A critically important step in the infertility evaluation is a detailed examination of the inside of your uterus.
There are two non-surgical options that can accomplish this evaluation – a hysterosalpingogram (HSG) or a sonohysterogram (sometimes called a saline infusion sonogram or SIS). These tests are usually performed in order to investigate possible uterine abnormalities, including intrauterine adhesions (scar tissue), endometrial polyps (an overgrowth of the uterine lining), or uterine fibroids (benign solid tumors of the muscular uterine wall).
The HSG is performed by one of the radiology groups in town. We will give you a requisition as well as contact information for the group approved by your insurance carrier. You will then call their office when your period begins in order to schedule the procedure. HSGs can be performed anytime from the end of your menstrual bleeding until shortly before ovulation. You will go to the radiology office at your appointed time and a speculum will be placed into your vagina. A very small catheter or plastic tube will be gently guided through the cervix into your uterus and a small balloon will be inflated to keep the catheter in place. A radio-opaque dye (a fluid detectable by X-ray) will then be slowly injected through the catheter into your uterus and hopefully out into your fallopian tubes while a large camera attached to the ceiling takes pictures.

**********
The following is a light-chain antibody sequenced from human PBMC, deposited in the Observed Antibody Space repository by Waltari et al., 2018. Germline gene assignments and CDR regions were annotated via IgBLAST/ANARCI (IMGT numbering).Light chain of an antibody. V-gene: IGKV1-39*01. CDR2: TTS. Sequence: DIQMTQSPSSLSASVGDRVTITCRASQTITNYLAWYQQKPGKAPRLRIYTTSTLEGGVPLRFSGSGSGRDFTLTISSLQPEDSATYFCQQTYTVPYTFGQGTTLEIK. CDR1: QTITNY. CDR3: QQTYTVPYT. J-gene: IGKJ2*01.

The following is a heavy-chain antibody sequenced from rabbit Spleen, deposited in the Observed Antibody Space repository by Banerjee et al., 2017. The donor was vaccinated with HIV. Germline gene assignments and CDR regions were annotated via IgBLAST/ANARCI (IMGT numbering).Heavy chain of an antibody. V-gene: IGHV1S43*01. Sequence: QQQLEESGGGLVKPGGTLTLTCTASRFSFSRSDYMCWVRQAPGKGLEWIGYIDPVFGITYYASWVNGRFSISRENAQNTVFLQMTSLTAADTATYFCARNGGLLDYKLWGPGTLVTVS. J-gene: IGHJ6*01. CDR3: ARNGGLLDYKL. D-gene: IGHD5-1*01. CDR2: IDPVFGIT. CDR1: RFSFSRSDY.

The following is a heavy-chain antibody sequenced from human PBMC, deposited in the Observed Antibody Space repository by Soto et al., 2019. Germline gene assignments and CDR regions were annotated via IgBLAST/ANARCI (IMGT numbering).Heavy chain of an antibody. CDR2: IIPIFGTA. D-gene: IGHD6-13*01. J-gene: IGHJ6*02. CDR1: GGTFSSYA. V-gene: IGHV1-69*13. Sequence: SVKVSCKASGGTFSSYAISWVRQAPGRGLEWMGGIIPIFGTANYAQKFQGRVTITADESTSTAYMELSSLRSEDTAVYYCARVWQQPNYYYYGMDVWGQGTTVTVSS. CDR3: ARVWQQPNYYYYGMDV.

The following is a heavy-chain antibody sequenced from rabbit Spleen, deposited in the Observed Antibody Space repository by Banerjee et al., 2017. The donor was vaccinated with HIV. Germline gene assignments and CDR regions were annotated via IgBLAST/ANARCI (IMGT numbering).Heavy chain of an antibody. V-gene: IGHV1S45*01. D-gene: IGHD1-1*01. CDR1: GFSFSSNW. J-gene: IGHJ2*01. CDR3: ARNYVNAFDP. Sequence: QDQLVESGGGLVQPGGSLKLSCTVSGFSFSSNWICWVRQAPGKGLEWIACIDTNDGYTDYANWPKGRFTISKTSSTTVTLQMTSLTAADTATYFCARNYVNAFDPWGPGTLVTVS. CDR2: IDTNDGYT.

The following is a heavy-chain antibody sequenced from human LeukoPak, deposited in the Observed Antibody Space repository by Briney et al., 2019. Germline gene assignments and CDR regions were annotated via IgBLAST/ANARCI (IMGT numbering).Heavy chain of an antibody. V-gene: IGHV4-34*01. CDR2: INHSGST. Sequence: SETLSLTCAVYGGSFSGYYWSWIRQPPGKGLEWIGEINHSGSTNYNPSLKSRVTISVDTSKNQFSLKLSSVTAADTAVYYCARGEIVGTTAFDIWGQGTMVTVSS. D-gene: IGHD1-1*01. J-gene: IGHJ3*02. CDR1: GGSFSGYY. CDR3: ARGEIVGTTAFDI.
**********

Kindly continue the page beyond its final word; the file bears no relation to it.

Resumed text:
You may experience mild cramping during this procedure as well as for 30-60 minutes afterward, so we recommend that you take some ibuprofen or other mild analgesic shortly before the procedure. You are welcome to return to work after the procedure, as any cramping that you experience should resolve rapidly. A radiologist will interpret the findings of your examination, and they will also send the actual X-ray pictures to us for our interpretation. Our staff will then call you with our findings and suggestions.
An advantage of an HSG over a sonohysterogram (see below) is that the HSG also provides a very good picture of your fallopian tubes. This is important, as the fallopian tube is the pathway that essentially connects the ovary to the uterus. When an egg is ovulated, it is picked up by the fallopian tube. Sperm (either through intercourse or intrauterine insemination) then swim out of the uterus into the tube where they hopefully bind to and then fertilize the egg. The fertilized egg (early embryo) then travels down the tube into the uterus where it hopefully implants and starts its development into what – under the right conditions – will become your new baby. In addition to providing evidence that your tubes are patent (open) and of a normal size and shape, the HSG also has therapeutic benefit, as many studies suggest that pregnancy rates are elevated for 3-6 months following the performance of an HSG.